This is a very big deal: BB&T Respects Property Rights, Won’t Fund Eminent Domain Abuse
BB&T, the nation’s ninth largest financial holdings company with $109.2 billion in assets, announced today that it “will not lend to commercial developers that plan to build condominiums, shopping malls and other private projects on land taken from private citizens by government entities using eminent domain.”This is huge.
In a press release issued today by the bank, BB&T Chairman and Chief Executive Officer John Allison, said, “The idea that a citizen’s property can be taken by the government solely for private use is extremely misguided, in fact it’s just plain wrong. One of the most basic rights of every citizen is to keep what they own. As an institution dedicated to helping our clients achieve economic success and financial security, we won’t help any entity or company that would undermine that mission and threaten the hard-earned American dream of property ownership.”
“BB&T’s principled stand sets an example that should inspire other lenders and should become the new industry standard,” said Institute for Justice President and General Counsel Chip Mellor. The Institute for Justice litigated the Kelo case, in which the U.S. Supreme Court allowed the taking of private property for someone else’s private use in the guise of “economic development.” Mellor said, “You can and should accomplish economic development through private negotiation, not the use of government force through eminent domain.
In a world where the Fabian Society in the late 1800's and Stalin in the 1900's started a memetic war which still has damaged greatly the liberal left in this country (such as described here: Academia and the Internet: Rising From the Stalinist Ashes Like the University of Phoenix), where this memetic war has caused a fundamental shift in thinking about our founding principles (as described here: "A Whiter Shade of Pale": Sense and Nonsense -- The Pursuit of Perfection in Law and Politics) that led to the Kelso ruling that land taken from one person to benefit another is "public use" if it increases the tax base -- watching banks rebel against this ruling by observing that property rights are fundamental is huge.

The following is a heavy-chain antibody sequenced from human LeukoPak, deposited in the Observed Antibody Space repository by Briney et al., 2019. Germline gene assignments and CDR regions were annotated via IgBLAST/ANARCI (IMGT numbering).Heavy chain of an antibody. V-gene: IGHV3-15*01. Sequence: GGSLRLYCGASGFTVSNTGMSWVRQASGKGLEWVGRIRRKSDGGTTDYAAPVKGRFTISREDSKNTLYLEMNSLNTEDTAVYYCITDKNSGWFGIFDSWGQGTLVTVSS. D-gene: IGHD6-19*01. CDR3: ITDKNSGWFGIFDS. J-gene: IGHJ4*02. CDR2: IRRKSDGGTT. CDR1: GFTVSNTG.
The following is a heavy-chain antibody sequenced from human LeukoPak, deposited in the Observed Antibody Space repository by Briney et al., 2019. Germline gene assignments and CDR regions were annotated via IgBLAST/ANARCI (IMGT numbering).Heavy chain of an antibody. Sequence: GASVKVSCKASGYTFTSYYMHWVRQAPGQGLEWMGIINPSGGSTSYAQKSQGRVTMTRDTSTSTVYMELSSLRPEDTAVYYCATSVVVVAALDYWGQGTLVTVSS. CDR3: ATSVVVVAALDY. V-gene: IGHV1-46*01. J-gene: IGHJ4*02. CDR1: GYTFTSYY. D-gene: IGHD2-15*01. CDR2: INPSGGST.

It means that the bullshit of the Left has reached such a creshendo that it has effectively become irrelevant. And good people who are not confused by the mumbo-jumbo "intelligencia" of the Left who honestly believe that up is down, left is right, and traditional values need to go down the Memory Hole are starting to reassert themselves in unexpected--and powerful--ways.
If all major lending banks decided to stop supporting development projects built on top of land taken by Eminent Domain, governments may find themselves unable to borrow money. The interesting thing about the free market is that even government is affected by it: the only intersection between money and government is the Federal Reserve Bank: and that is traditionally run by bankers, not by government officials. The ebb and flow of money affects governments more than governments affect the ebb and flow of money--and if the bankers of this country decide to (for example) depreciate the credit rating of California (for example) if California engages in improper use of Eminent Domain powers--it could potentially cost California billions.
That's a huge stick.
Here's hoping more major financial institutions start welding it.
I compliment BB&T bank on their move. I hope other businesses will stand up for the principle of individual rights. Companies like Wal*Mart should publically swear off any development plans that use the power of eminent domain.